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Pueblo Activists and Allies against the Bursum Bill of 1921

In 1921 New Mexico senator Holm Bursum introduced a bill into Congress that would have allowed non-Native people to claim Pueblo Indian lands if they could prove ten years of residency. The Indigenous governors of the nineteen pueblos worked with John Collier, Indian rights advocate and FDR’s commissioner of Indian affairs, to send representatives to Congress who would voice their opposition to the Bursum Bill of 1921.

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John Nieto-Phillips and Thomas R. Conner Join SAR Board of Directors

The School for Advanced Research in Santa Fe, New Mexico, is pleased to welcome two new members to its board of directors: John Nieto-Phillips, Vice Provost for Diversity and Inclusion and Associate Professor of History and Latino Studies at Indiana University, Bloomington, and Thomas R. Conner, former trial attorney and founder of TIRR Foundation/Mission Connect, a nonprofit dedicated to improving the lives of those living with paralysis or traumatic brain injuries.

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Redefining Ancient Maya Culture Through the Study of the 99 Percent

SAR board member and eminent archaeologist, Jerry Sabloff has devoted considerable effort to the study of settlement patterns in Mexico and Central America—the when, where and how non-elite Maya people lived and worked. Sabloff discusses his discoveries in a Q&A interview in the 2019 issue of Knowable Magazine and presents on the topic in this fall’s SAR In-Depth course.

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Touring “Down Under” to Talk Hobbits, Einstein, and the Evolution of Language

At the heart of her research, SAR senior scholar Dean Falk asks, “What can fossils, babies, and Einstein tell us about the way our brains have evolved?” ​Falk addressed this question and more during a tour of lectures and interviews across western Australia this summer, where, on the Australian Broadcasting Corporation (ABC) Radio program “Late Night Live”, she touches upon evolution and language, the uniqueness of Einstein’s brain, and “hobbits”, or the newly discovered (and short) human species, Homo floresiensis.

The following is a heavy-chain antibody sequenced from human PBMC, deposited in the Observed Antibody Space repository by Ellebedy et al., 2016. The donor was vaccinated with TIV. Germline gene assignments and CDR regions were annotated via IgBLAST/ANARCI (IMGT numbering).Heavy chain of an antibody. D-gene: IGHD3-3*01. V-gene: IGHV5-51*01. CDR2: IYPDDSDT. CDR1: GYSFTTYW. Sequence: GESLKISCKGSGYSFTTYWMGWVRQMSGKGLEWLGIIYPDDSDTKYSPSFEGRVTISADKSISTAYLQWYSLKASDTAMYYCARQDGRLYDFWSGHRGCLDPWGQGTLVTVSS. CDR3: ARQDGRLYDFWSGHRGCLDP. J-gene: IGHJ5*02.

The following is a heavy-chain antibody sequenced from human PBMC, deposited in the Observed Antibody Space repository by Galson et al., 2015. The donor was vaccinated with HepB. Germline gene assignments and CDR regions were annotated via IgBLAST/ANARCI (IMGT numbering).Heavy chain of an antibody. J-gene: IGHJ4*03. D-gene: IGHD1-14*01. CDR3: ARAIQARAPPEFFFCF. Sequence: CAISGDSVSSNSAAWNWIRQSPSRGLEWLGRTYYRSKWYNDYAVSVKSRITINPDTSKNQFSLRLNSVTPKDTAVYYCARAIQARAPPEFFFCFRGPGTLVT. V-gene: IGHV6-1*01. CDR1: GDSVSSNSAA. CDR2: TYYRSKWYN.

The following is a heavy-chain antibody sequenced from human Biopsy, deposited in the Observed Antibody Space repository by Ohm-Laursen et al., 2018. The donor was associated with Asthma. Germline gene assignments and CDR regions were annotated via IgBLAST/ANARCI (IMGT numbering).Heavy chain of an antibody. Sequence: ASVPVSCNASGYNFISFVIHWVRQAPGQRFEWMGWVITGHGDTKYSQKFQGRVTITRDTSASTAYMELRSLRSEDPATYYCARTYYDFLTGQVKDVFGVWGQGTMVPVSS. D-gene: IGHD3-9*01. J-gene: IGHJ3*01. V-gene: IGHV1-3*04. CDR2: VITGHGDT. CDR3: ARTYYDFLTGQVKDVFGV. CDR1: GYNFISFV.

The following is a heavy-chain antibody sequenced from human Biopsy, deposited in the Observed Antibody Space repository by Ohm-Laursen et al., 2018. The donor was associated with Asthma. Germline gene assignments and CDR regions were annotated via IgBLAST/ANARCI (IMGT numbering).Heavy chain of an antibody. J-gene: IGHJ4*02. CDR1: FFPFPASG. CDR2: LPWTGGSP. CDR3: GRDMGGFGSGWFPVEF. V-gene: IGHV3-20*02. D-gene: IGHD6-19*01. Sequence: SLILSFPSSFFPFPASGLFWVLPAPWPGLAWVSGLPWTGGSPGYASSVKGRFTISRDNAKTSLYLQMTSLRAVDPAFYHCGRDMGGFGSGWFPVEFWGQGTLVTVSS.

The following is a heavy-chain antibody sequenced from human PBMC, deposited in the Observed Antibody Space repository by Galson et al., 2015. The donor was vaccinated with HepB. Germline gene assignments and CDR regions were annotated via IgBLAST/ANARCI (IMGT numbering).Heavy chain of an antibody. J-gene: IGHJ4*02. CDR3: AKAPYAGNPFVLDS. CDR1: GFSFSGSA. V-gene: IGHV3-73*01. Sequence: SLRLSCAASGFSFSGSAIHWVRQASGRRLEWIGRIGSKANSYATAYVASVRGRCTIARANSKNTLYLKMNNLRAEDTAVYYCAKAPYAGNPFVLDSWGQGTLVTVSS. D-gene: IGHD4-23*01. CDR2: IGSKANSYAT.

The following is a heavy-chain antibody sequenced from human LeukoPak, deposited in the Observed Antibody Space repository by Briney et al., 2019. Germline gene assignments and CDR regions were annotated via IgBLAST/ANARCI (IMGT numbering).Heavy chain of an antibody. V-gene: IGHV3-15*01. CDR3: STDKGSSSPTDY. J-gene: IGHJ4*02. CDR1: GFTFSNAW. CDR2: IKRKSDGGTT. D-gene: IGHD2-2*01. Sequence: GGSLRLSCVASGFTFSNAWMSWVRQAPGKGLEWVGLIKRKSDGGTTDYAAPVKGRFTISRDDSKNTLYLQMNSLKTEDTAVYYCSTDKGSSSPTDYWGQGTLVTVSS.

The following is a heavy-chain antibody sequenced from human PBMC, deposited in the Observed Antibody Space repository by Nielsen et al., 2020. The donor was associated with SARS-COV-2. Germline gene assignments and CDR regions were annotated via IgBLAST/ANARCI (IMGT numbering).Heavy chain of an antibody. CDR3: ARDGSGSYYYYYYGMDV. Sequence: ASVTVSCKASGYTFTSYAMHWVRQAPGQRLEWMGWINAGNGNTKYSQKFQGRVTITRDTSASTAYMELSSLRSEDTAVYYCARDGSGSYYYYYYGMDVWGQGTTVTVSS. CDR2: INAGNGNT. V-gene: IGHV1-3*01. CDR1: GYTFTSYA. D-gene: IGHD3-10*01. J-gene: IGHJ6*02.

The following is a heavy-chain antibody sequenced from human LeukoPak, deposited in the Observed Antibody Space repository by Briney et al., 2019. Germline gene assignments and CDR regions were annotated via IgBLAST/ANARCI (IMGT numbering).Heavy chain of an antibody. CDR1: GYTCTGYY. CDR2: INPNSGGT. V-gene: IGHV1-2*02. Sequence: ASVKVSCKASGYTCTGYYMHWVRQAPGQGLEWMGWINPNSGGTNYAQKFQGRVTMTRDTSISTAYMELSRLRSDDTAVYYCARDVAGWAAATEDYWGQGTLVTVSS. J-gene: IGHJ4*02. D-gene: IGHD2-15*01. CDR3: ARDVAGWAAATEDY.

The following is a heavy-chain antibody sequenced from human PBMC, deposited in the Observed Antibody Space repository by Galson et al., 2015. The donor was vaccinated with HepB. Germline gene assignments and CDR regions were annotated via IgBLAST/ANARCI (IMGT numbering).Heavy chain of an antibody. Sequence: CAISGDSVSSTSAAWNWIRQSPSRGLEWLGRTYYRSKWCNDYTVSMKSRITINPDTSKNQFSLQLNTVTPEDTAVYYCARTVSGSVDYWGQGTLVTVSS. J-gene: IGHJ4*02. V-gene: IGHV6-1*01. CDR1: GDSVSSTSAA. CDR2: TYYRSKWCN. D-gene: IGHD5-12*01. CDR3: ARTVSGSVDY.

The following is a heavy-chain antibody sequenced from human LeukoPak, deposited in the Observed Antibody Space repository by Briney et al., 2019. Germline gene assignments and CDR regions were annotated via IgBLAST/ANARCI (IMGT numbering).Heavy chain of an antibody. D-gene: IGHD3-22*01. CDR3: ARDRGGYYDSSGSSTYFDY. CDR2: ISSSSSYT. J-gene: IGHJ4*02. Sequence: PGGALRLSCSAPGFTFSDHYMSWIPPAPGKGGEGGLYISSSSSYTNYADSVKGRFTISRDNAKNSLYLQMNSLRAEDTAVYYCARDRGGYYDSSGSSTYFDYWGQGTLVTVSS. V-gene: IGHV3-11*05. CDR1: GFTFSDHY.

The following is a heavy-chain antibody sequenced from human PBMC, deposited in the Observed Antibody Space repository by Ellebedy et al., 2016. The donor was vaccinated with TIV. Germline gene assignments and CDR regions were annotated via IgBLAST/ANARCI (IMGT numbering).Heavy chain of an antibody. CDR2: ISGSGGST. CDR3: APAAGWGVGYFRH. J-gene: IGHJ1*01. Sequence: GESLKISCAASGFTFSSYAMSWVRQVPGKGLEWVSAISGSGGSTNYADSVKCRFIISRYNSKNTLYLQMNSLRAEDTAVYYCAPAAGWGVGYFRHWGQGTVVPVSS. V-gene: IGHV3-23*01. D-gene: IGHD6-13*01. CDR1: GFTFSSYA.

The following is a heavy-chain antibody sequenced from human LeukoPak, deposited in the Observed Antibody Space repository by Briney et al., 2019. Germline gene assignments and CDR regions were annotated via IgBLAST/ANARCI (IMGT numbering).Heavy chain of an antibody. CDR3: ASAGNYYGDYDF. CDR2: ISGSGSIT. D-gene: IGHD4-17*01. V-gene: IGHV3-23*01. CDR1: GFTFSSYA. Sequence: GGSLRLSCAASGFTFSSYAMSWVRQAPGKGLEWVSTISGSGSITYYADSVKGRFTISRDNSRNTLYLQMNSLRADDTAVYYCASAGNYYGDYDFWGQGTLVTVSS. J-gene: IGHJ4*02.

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Ian Kuali’i on Ephemeral Site-Specific Installations and Hand-Cut Paper Works

2019 Ronald and Susan Dubin Native Artist Fellow, Ian Kuali’i takes the stage on August 8, 2019, in SAR’s Eric S. Dobkin Boardroom to share about his fellowship experience. Through  hand-cut paper works and ephemeral Land Art/Earth Works installations, Kuali’i bridges contemporary and traditional techniques and designs while addressing themes related to his own history and identity, as well as what he expresses as “intertwined system of bio-cultural landscape and modernization”

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A Part of the Flow: IARC Native Artist Fellow Mateo Romero

Mateo Romero is interested in motion—bodies and ideas moving through space, history, ceremony, art. Romero describes his work as juxtaposing “timeless, archaic elements of Pueblo culture” with “contemporary abstract expressionist palette knife and brush work.” In 2002 he came to SAR’s Indian Arts Research Center (IARC) as the Ronald and Susan Dubin Native artist fellow.

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